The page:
Author: James Bernard Murphy
Publisher: Yale University Press
Release Date: 2008-10-01
In this first book-length study of positive law, James Bernard Murphy rewrites central chapters in the history of jurisprudence by uncovering a fundamental continuity among four great legal philosophers: Plato, Thomas Aquinas, Thomas Hobbes, and John Austin. In their theories of positive law, Murphy argues, these thinkers represent successive chapters in a single fascinating story. That story revolves around a fundamental ambiguity: is law positive because it is deliberately imposed (as opposed to customary law) or because it lacks moral necessity (as opposed to natural law)? These two senses of positive law are not coextensive yet the discourse of positive law oscillates unstably between them. What, then, is the relation between being deliberately imposed and lacking moral necessity? Murphy demonstrates how the discourse of positive law incorporates both normative and descriptive dimensions of law, and he discusses the relation of positive law not only to jurisprudence but also to the philosophy of language, ethics, theories of social order, and biblical law.
Author: Thomas Aquinas
Publisher: Oxford University Press
Release Date: 2003-03-20
The De Malo represents some of Aquinas' most mature thinking on goodness, badness, and human agency. In it he examines the full range of questions associated with evil: its origin, its nature, its relation to good, and its compatibility with the existence of an omnipotent, benevolent God. This edition offers Richard Regan's new, clear readable English translation, based on the Leonine Commission's authoritative edition of the Latin text. Brian Davies has provided an extensive introduction and notes. (Please note: this edition does not include the Latin text).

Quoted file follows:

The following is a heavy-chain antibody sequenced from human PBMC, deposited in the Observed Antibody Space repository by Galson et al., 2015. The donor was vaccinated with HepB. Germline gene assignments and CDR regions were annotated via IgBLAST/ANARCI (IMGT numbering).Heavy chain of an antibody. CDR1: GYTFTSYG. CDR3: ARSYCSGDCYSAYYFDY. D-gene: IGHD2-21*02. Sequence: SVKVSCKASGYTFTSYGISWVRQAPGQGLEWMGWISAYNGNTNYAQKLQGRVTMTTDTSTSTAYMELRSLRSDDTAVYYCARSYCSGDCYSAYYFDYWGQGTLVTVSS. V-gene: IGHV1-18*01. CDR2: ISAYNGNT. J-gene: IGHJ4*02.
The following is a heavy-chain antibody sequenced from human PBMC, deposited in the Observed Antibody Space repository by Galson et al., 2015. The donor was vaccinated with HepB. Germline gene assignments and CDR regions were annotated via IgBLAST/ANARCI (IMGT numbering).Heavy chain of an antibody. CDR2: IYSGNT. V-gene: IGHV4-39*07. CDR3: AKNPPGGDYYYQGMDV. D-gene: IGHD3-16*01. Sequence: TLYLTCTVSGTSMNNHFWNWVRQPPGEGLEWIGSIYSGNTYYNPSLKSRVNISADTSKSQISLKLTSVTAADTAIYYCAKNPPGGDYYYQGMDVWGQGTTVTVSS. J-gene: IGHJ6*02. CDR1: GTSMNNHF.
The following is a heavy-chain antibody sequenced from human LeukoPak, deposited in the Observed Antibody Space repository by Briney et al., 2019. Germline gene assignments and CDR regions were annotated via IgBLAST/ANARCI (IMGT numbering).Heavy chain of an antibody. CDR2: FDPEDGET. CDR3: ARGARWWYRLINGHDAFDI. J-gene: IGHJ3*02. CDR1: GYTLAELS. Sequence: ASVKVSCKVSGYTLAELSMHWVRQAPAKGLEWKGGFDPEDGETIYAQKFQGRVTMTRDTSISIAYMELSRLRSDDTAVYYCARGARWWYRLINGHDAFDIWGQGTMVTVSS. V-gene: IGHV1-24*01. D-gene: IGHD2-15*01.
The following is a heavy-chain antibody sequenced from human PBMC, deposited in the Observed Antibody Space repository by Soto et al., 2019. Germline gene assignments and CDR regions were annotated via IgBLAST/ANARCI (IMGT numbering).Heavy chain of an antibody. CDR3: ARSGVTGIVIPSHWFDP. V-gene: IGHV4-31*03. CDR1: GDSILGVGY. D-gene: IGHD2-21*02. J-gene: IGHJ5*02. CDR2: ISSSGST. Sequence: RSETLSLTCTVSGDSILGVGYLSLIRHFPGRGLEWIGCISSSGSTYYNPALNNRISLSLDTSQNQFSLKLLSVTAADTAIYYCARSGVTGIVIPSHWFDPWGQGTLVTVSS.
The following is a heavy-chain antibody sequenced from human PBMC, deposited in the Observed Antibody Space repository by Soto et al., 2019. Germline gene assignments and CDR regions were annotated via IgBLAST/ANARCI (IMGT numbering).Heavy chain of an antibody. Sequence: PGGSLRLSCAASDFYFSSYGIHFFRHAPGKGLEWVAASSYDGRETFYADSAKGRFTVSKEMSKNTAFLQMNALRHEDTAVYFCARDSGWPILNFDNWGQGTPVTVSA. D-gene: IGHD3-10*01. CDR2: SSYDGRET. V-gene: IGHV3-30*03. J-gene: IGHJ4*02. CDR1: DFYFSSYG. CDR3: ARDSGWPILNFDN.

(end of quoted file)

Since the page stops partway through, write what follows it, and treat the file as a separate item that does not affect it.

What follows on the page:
Author: C. Seymour
Publisher: Springer Science & Business Media
Release Date: 2013-03-09
In A Theodicy of Hell Charles Seymour tackles one of the most difficult problems facing the western theistic tradition: to show the consonance between eternal punishment and the goodness of God. Medieval theology attempted to resolve the dilemma by arguing that any sin, no matter how slight, merits unending torment. Contemporary thinkers, on the other hand, tend to eliminate the retributive element from hell entirely. Combining historical breadth with detailed argumentation, the author develops a novel understanding of hell which avoids the extremes of both its traditional and modern rivals. He then surveys the battery of objections ranged against the possibility of eternal punishment and shows how his `freedom view of hell' can withstand the attack. The work will be of particular importance for those interested in philosophy of religion and theology, including academics, students, seminarians, clergy, and anyone else with a personal desire to come to terms with this perennially challenging doctrine.